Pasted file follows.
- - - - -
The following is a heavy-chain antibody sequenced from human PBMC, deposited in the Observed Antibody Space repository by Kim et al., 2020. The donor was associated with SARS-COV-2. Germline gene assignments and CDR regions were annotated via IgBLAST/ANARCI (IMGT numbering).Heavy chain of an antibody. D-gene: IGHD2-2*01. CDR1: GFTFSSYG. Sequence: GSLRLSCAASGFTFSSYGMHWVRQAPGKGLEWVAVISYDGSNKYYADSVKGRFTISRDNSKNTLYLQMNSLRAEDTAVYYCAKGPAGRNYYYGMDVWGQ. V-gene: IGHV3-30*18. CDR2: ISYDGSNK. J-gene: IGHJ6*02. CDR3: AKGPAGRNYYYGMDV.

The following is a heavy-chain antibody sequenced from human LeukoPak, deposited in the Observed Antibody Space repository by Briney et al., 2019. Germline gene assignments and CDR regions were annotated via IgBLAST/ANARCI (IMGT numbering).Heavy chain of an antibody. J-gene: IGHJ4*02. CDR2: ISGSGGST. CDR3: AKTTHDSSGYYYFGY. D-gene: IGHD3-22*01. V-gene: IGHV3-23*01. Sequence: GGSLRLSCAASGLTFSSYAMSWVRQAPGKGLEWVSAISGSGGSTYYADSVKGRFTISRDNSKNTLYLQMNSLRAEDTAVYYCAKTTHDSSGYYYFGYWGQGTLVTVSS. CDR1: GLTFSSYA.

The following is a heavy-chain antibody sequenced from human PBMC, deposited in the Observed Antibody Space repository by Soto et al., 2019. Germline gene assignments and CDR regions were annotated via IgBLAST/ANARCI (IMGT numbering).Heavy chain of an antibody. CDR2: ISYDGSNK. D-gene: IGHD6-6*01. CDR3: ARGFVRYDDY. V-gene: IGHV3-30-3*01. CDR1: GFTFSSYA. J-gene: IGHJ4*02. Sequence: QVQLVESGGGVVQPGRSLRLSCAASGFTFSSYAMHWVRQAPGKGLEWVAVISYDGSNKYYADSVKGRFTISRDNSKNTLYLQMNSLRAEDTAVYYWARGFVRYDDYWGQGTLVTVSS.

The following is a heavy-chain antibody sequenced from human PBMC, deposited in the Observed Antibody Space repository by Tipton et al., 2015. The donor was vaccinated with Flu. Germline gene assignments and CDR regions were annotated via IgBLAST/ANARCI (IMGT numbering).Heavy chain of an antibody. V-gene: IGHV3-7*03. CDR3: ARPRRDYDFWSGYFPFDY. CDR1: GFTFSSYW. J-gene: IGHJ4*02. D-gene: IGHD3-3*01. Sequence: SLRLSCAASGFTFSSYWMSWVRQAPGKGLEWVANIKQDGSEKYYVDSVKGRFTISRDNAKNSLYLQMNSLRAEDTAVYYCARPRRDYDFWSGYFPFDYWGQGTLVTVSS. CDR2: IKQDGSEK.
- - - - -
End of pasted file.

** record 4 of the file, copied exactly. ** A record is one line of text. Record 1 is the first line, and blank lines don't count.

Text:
The following is a heavy-chain antibody sequenced from human PBMC, deposited in the Observed Antibody Space repository by Tipton et al., 2015. The donor was vaccinated with Flu. Germline gene assignments and CDR regions were annotated via IgBLAST/ANARCI (IMGT numbering).Heavy chain of an antibody. V-gene: IGHV3-7*03. CDR3: ARPRRDYDFWSGYFPFDY. CDR1: GFTFSSYW. J-gene: IGHJ4*02. D-gene: IGHD3-3*01. Sequence: SLRLSCAASGFTFSSYWMSWVRQAPGKGLEWVANIKQDGSEKYYVDSVKGRFTISRDNAKNSLYLQMNSLRAEDTAVYYCARPRRDYDFWSGYFPFDYWGQGTLVTVSS. CDR2: IKQDGSEK.